At a time when the Food and Drug Administration is on the brink of incorporating gene-based information on the risk of adverse events in warfarin’s label, the Harvard Partners Center for Genetics and Genomics has launched a study to measure patient outcomes and cost when such information is used to make clinical decisions about warfarin.
The aim of the two-part trial, begun Oct. 1, is to investigate whether “there is something that could be done that would facilitate the right dose of warfarin for the patients,” and analyze the cost/benefit of incorporating genetic information to make better clinical decision for using warfarin, HPCGG Scientific Director Raju Kucherlapati told Pharmacogenomics Reporter this week.
“If you say that you need to do the test and its going to add to the overall care of the patients that’s not very attractive,” Kucherlapati told Pharmacogenomics Reporter this week. ”If we can show that by bringing genetics into the clinic it will change the cost-benefit ratio then that would be attractive.”
According to Kucherlapati, most warfarin dose-finding studies in the past have not looked at outcomes data. HPCGG’s trial is unique in that it will incorporate patients’ medical history and genetics to create an algorithm for determining an appropriate dose for patients.
The first component of the trial aims to improve the accuracy of warfarin dosing, currently estimated to be between 55 to 60 percent. This portion of the study is divided into two parts. The first is a prospective trial of 500 patients that aims to incorporate medical and genetic information from the patients into a nomogram, or algorithm, to determine the right warfarin dose for patients.
The second arm, which is still in the planning stages, will be a prospective randomized study of approximately 1,200 patients, one half of whom will receive the standard care without genetic information and the other half who will have their clinical decisions made based on their genetic information.
“Then we can test and see if incorporating the genetic information to make the decisions would indeed have better outcomes for those patients,” Kucherlapati said.
Five sites under the aegis of the Partners HealthCare System will be involved in the study, including Massachusetts General Hospital, Brigham and Women’s Hospital, Faulkner Hospital, North Shore Medical Center, and Newton-Wellesley Hospital. Between the five hospitals investigators hope to accrue approximately 100 patients per month. The dosing studies will be managed by Samuel Goldhaber and Christine Seidman of Brigham and Women’s Hospital, and Daniel Singer of Massachusetts General Hospital.
The dosing study is expected to conclude in September 2007. Each patient will receive warfarin for three months. Initial data from the trial are slated to be released at the end of 2007 or the beginning of 2008. The clinical trial will be officially unveiled at the HPCGG personalized medicine conference on Nov. 28-29 in Boston, HPCGG said.
The second portion of the trial will examine pharmacoeconomic factors by analyzing the costs and benefits of incorporating genetic information into patient care. Jerome Avorn of Brigham and Women’s Hospital will manage the pharmacoeconomic portion of the study. He could not be reached for comment.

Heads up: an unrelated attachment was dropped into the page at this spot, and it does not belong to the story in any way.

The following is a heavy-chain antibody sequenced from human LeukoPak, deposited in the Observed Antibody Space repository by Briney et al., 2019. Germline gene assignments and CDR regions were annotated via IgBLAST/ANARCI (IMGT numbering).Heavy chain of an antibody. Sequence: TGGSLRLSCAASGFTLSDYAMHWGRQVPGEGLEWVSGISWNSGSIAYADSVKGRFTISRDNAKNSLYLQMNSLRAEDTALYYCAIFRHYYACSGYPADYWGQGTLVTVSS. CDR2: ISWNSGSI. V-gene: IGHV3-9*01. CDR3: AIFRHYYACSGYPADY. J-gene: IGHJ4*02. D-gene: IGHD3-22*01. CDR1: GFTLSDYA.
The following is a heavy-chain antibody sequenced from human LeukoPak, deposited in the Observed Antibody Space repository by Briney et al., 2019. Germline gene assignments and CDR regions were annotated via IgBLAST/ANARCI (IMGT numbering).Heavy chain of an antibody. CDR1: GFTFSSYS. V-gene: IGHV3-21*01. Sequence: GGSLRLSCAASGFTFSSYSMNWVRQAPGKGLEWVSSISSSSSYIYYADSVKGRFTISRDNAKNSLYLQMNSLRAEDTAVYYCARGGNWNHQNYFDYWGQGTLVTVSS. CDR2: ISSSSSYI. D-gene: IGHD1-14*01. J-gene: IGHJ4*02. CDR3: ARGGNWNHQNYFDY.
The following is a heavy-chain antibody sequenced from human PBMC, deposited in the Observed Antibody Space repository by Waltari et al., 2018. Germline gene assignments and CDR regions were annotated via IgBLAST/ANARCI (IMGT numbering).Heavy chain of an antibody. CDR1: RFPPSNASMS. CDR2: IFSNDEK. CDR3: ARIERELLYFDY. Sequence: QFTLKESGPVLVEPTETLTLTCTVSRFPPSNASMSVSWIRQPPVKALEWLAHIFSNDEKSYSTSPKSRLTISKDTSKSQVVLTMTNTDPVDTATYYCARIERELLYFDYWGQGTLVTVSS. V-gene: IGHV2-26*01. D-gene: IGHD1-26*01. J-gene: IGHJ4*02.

Where is FDA on Warfarin’s New Label?
HPCGG’s trial comes at a time when the FDA is in the process of incorporating genetic information to warfarin’s label, which has made industry keen on developing CYP2C9 and VKORC1 genetic tests.
The FDA Clinical Pharmacology Subcommittee of Pharmaceutical Science Advisory Committee recommended testing for variations in the CYP2C9 and VKORC1 genes in patients requiring warfarin therapy November 2005.
During the most recent meeting of the Clinical Pharmacology Subcommittee on incorporating genetic information in tamoxifen’s label (see related story), Office of Clinical Pharmacology and Biopharmaceutics Director Lawrence Lesko provided an update on warfarin.), Office of Clinical Pharmacology and Biopharmaceutics Director Lawrence Lesko provided an update on warfarin.
“If you say that you need to do the test and its going to add to the overall care of the patients that’s not very attractive. If we can show that by bringing genetics into the clinic it will change the cost-benefit ratio then that would be attractive.”
According to Lesko, the agency is in the final stages of negotiating the language to include genetic information in warfarin’s label. Although no FDA-approved CYP2C9 and VKORC1 genetic tests are available at the time, he noted that numerous clinical trials are being planned or have already launched to “validate dosing algorithms and study clinical outcomes” based on these SNPs.
This week, for example, Kimball Genetics launched its warfarin sensitivity DNA test for research/investigational purposes along with the “Pharmacogenetics for Coumadin” study, already underway in collaboration with St. Luke’s Episcopal Hospitalis in Houston.
The warfarin sensitivity DNA test determines the presence of variations in CYP2C9 and VKORC1 genes, the company explained in a release. Kimball Genetics expects to offer the DNA test for routine clinical use in early 2007.
In addition, Nanogen is planning a test for resistance to warfarin based on mutations in the CYP2C9 gene. Potential competitors in this area include Genelex and Clinical Data, which both recently launched tests in this area, as well as the AmpliChip, which identifies CYP2D6 and CYP2C19 genotypes [PGx Reporter 10-18-06]